The Barber of Seville - Michigan Opera Theatre

Overview

“Figaro, Figaro!” This Rossini classic features one of the most well-known pieces of music in history. This prequel to The Marriage of Figaro tells the story of how Count Almaviva wins the hand of his beloved Rosina with the help of his clever barber, Figaro. Full of laughter and beautiful music, see why The Barber of Seville has delighted audiences for more than two centuries.

Fast Facts

The Barber of Seville (Il barbiere di Siviglia)
Opera in two acts
Music by Gioachino Rossini
Libretto by Cesare Sterbini, based on Pierre Beaumarchais’s French comedy
Premiere: Rome 1816

This Production
Conducted by Christopher Allen
Directed by Christopher Mattaliano
Sets designed by Allen Moyer
Sung in Italian with English supertitle translations projected above the stage
Running time: About 2 1/2 hours
Location: Detroit Opera House

Artists

Lucas Meachem

Figaro

Daniela Mack

Rosina

Alek Shrader

Count Almaviva

Andrew Shore

Dr. Bartolo

Wayne Tigges

Don Basilio

Michelle Trainor

Berta

Harry Greenleaf
SA

Fiorello

Christopher Allen

Conductor

Christopher Mattaliano

Director

Synopsis

Seville, 1800s

ACT I
Count Almaviva, posing as a student, “Lindoro,” serenades the beautiful Rosina from outside her window. Rosina is the ward of Dr. Bartolo, who intends to marry her and get her dowry. Rosina, under Dr. Bartolo’s watchful eye, does not appear at the window. Disappointed at her non-appearance, the Count engages the help of Figaro, Seville’s barber and general factotum. Figaro, faced with the prospect of a monetary reward and besting Dr. Bartolo, is quick to offer his assistance. The barber devises a clever plan: The Count will disguise himself as a drunken soldier billeted at the doctor’s house, thereby gaining access to the object of his desire. Meanwhile, Rosina, touched by the serenading voice, resolves to outwit Dr. Bartolo.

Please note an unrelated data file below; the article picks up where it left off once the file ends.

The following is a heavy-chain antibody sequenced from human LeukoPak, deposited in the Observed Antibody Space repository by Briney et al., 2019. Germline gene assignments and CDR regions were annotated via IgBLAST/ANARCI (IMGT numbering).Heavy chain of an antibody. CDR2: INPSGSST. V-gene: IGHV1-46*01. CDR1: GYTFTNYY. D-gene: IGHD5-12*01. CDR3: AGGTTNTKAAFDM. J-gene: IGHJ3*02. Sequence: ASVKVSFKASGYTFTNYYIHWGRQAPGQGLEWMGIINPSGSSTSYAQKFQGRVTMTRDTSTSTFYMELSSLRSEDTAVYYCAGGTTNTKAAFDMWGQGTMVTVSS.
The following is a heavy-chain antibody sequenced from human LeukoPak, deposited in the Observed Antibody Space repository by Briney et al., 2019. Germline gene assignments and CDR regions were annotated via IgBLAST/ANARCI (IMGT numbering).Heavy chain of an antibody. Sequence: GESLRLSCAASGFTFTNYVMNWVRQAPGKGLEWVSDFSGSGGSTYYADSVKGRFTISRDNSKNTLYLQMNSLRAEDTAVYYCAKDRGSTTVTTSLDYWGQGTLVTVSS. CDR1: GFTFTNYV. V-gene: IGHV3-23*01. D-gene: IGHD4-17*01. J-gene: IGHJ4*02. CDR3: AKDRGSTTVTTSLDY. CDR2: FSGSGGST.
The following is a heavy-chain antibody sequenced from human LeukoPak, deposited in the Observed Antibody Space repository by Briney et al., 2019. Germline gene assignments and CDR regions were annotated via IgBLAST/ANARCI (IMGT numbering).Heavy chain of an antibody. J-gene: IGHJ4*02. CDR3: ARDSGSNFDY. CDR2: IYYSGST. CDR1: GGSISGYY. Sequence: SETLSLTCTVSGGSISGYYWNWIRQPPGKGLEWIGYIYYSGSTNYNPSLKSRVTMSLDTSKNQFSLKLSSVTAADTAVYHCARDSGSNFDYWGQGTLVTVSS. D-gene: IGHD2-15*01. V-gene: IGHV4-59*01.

In a military uniform and behaving the drunk, Almaviva thwarts all of the Bartolo’s attempts to dismiss him, while simultaneously revealing to Rosina his “true” identity as Lindoro. The doctor summons the police to get rid of the soldier. Discreetly conveying his true status to the officers, the Count is not arrested, to the astonishment of the others.

ACT II
Count Almaviva returns to Dr. Bartolo’s residence, this time posing as a music teacher, “Don Alonso.” He claims to be substituting for Don Basilo, who is ill, and insists on giving Rosina a music lesson. Figaro distracts Bartolo by shaving him. When Don Basilo enters, obviously not sick, the group convinces the professor that he actually does have scarlet fever. Finally alone in their lesson, the Count and Rosina make plans to elope. Dr. Bartolo shoos Figaro and Almaviva out, as he, himself, makes plans to marry Rosina that very evening. Bartolo convinces Rosina that Lindoro is Count Almaviva’s flunky.

Almaviva and Figaro return again, now disguised in cloaks. They must convince Rosina that the Count’s intentions are honorable, even though she knows him only as “Lindoro.” Dr. Bartolo, however, has removed their ladder as he left to make his own wedding arrangements.

When Don Basilio arrives with a notary—sent to officiate Dr. Bartolo’s marriage to Rosina—Count Almaviva bribes them into officiating his ceremony instead. Rosina and Almaviva have just finished their vows when Dr. Bartolo rushes in with the police. The plot is explained and, learning that the Count will allow him to keep Rosina’s dowry, Dr. Bartolo is appeased.

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Fast Facts

The Barber of Seville (Il barbiere di Siviglia)
Opera in two acts
Music by Gioachino Rossini
Libretto by Cesare Sterbini, based on Pierre Beaumarchais’s French comedy
Premiere: Rome 1816

This Production
Conducted by Christopher Allen
Directed by Christopher Mattaliano
Sets designed by Allen Moyer
Sung in Italian with English supertitle translations projected above the stage
Running time: About 2 1/2 hours
Location: Detroit Opera House

Sponsors

Additional Resources

View Classroom Guide

View Playbill